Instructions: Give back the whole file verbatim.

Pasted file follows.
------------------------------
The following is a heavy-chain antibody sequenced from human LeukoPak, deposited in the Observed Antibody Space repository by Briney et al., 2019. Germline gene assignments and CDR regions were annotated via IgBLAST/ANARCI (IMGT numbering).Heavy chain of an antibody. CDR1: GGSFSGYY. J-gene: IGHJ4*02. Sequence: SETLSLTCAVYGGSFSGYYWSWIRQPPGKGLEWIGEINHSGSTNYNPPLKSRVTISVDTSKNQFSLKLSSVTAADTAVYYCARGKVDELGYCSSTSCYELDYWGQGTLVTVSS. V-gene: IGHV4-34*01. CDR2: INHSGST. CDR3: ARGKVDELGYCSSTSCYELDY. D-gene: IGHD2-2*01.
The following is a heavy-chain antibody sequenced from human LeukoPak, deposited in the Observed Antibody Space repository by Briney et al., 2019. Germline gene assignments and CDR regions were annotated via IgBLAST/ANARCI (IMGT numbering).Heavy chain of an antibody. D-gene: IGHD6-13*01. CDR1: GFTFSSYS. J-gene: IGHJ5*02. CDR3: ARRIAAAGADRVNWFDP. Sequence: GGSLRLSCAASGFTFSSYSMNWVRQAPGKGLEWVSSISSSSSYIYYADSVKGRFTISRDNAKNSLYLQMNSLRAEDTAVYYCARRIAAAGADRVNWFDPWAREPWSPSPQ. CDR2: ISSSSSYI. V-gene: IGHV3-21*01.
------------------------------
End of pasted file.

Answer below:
The following is a heavy-chain antibody sequenced from human LeukoPak, deposited in the Observed Antibody Space repository by Briney et al., 2019. Germline gene assignments and CDR regions were annotated via IgBLAST/ANARCI (IMGT numbering).Heavy chain of an antibody. CDR1: GGSFSGYY. J-gene: IGHJ4*02. Sequence: SETLSLTCAVYGGSFSGYYWSWIRQPPGKGLEWIGEINHSGSTNYNPPLKSRVTISVDTSKNQFSLKLSSVTAADTAVYYCARGKVDELGYCSSTSCYELDYWGQGTLVTVSS. V-gene: IGHV4-34*01. CDR2: INHSGST. CDR3: ARGKVDELGYCSSTSCYELDY. D-gene: IGHD2-2*01.
The following is a heavy-chain antibody sequenced from human LeukoPak, deposited in the Observed Antibody Space repository by Briney et al., 2019. Germline gene assignments and CDR regions were annotated via IgBLAST/ANARCI (IMGT numbering).Heavy chain of an antibody. D-gene: IGHD6-13*01. CDR1: GFTFSSYS. J-gene: IGHJ5*02. CDR3: ARRIAAAGADRVNWFDP. Sequence: GGSLRLSCAASGFTFSSYSMNWVRQAPGKGLEWVSSISSSSSYIYYADSVKGRFTISRDNAKNSLYLQMNSLRAEDTAVYYCARRIAAAGADRVNWFDPWAREPWSPSPQ. CDR2: ISSSSSYI. V-gene: IGHV3-21*01.